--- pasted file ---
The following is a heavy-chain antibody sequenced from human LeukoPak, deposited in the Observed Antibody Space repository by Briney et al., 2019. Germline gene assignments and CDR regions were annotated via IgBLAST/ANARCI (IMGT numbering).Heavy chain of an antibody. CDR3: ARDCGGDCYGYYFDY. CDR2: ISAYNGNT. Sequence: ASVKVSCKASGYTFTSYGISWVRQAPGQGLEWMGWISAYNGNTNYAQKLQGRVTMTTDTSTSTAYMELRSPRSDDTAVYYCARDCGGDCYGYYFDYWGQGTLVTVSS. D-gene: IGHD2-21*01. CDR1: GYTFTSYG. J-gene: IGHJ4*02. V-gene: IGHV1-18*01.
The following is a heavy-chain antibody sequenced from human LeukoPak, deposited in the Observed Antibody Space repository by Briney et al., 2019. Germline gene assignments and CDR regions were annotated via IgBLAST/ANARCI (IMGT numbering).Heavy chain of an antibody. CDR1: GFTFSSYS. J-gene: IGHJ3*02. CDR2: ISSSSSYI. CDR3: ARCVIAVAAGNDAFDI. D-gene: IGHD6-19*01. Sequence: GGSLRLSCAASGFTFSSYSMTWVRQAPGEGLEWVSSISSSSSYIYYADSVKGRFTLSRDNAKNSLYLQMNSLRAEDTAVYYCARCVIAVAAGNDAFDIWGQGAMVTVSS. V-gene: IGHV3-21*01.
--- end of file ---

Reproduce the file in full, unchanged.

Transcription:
The following is a heavy-chain antibody sequenced from human LeukoPak, deposited in the Observed Antibody Space repository by Briney et al., 2019. Germline gene assignments and CDR regions were annotated via IgBLAST/ANARCI (IMGT numbering).Heavy chain of an antibody. CDR3: ARDCGGDCYGYYFDY. CDR2: ISAYNGNT. Sequence: ASVKVSCKASGYTFTSYGISWVRQAPGQGLEWMGWISAYNGNTNYAQKLQGRVTMTTDTSTSTAYMELRSPRSDDTAVYYCARDCGGDCYGYYFDYWGQGTLVTVSS. D-gene: IGHD2-21*01. CDR1: GYTFTSYG. J-gene: IGHJ4*02. V-gene: IGHV1-18*01.
The following is a heavy-chain antibody sequenced from human LeukoPak, deposited in the Observed Antibody Space repository by Briney et al., 2019. Germline gene assignments and CDR regions were annotated via IgBLAST/ANARCI (IMGT numbering).Heavy chain of an antibody. CDR1: GFTFSSYS. J-gene: IGHJ3*02. CDR2: ISSSSSYI. CDR3: ARCVIAVAAGNDAFDI. D-gene: IGHD6-19*01. Sequence: GGSLRLSCAASGFTFSSYSMTWVRQAPGEGLEWVSSISSSSSYIYYADSVKGRFTLSRDNAKNSLYLQMNSLRAEDTAVYYCARCVIAVAAGNDAFDIWGQGAMVTVSS. V-gene: IGHV3-21*01.